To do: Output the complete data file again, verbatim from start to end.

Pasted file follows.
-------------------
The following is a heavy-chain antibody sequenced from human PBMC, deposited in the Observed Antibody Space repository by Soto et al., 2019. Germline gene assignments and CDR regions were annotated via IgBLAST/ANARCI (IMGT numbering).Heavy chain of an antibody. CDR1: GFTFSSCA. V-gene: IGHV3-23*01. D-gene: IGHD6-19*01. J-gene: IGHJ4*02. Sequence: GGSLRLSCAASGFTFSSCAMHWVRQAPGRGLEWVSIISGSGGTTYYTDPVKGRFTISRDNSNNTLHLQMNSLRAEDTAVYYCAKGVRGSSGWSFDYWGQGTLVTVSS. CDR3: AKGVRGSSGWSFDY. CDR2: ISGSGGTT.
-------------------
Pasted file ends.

The following is a heavy-chain antibody sequenced from human PBMC, deposited in the Observed Antibody Space repository by Soto et al., 2019. Germline gene assignments and CDR regions were annotated via IgBLAST/ANARCI (IMGT numbering).Heavy chain of an antibody. CDR1: GFTFSSCA. V-gene: IGHV3-23*01. D-gene: IGHD6-19*01. J-gene: IGHJ4*02. Sequence: GGSLRLSCAASGFTFSSCAMHWVRQAPGRGLEWVSIISGSGGTTYYTDPVKGRFTISRDNSNNTLHLQMNSLRAEDTAVYYCAKGVRGSSGWSFDYWGQGTLVTVSS. CDR3: AKGVRGSSGWSFDY. CDR2: ISGSGGTT.